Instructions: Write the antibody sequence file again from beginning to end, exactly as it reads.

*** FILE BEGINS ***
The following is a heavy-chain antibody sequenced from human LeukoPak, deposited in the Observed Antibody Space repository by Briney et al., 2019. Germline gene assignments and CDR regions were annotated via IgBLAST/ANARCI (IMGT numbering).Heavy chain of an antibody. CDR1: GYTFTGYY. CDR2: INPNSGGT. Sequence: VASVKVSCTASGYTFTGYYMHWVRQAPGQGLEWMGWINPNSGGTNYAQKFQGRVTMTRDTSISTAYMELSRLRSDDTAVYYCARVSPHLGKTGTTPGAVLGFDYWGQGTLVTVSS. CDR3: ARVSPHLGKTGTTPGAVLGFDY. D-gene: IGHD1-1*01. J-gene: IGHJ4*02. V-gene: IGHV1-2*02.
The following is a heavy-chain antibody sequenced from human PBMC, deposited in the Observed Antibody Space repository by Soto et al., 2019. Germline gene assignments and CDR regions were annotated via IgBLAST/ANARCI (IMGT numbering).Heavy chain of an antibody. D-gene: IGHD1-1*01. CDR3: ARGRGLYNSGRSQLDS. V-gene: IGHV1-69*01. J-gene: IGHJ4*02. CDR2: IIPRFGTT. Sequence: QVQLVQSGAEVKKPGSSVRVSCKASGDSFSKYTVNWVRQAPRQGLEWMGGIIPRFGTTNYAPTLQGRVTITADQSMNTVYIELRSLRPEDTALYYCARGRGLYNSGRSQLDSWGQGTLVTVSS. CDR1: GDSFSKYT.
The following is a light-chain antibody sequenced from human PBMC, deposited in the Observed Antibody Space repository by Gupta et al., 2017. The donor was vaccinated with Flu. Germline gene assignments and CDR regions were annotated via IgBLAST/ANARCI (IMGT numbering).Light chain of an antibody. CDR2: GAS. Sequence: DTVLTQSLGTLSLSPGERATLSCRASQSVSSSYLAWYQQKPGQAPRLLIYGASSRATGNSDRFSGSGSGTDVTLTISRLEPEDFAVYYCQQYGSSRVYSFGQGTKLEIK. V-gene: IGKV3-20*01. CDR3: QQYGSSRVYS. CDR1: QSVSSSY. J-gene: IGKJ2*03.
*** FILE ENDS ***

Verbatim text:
The following is a heavy-chain antibody sequenced from human LeukoPak, deposited in the Observed Antibody Space repository by Briney et al., 2019. Germline gene assignments and CDR regions were annotated via IgBLAST/ANARCI (IMGT numbering).Heavy chain of an antibody. CDR1: GYTFTGYY. CDR2: INPNSGGT. Sequence: VASVKVSCTASGYTFTGYYMHWVRQAPGQGLEWMGWINPNSGGTNYAQKFQGRVTMTRDTSISTAYMELSRLRSDDTAVYYCARVSPHLGKTGTTPGAVLGFDYWGQGTLVTVSS. CDR3: ARVSPHLGKTGTTPGAVLGFDY. D-gene: IGHD1-1*01. J-gene: IGHJ4*02. V-gene: IGHV1-2*02.
The following is a heavy-chain antibody sequenced from human PBMC, deposited in the Observed Antibody Space repository by Soto et al., 2019. Germline gene assignments and CDR regions were annotated via IgBLAST/ANARCI (IMGT numbering).Heavy chain of an antibody. D-gene: IGHD1-1*01. CDR3: ARGRGLYNSGRSQLDS. V-gene: IGHV1-69*01. J-gene: IGHJ4*02. CDR2: IIPRFGTT. Sequence: QVQLVQSGAEVKKPGSSVRVSCKASGDSFSKYTVNWVRQAPRQGLEWMGGIIPRFGTTNYAPTLQGRVTITADQSMNTVYIELRSLRPEDTALYYCARGRGLYNSGRSQLDSWGQGTLVTVSS. CDR1: GDSFSKYT.
The following is a light-chain antibody sequenced from human PBMC, deposited in the Observed Antibody Space repository by Gupta et al., 2017. The donor was vaccinated with Flu. Germline gene assignments and CDR regions were annotated via IgBLAST/ANARCI (IMGT numbering).Light chain of an antibody. CDR2: GAS. Sequence: DTVLTQSLGTLSLSPGERATLSCRASQSVSSSYLAWYQQKPGQAPRLLIYGASSRATGNSDRFSGSGSGTDVTLTISRLEPEDFAVYYCQQYGSSRVYSFGQGTKLEIK. V-gene: IGKV3-20*01. CDR3: QQYGSSRVYS. CDR1: QSVSSSY. J-gene: IGKJ2*03.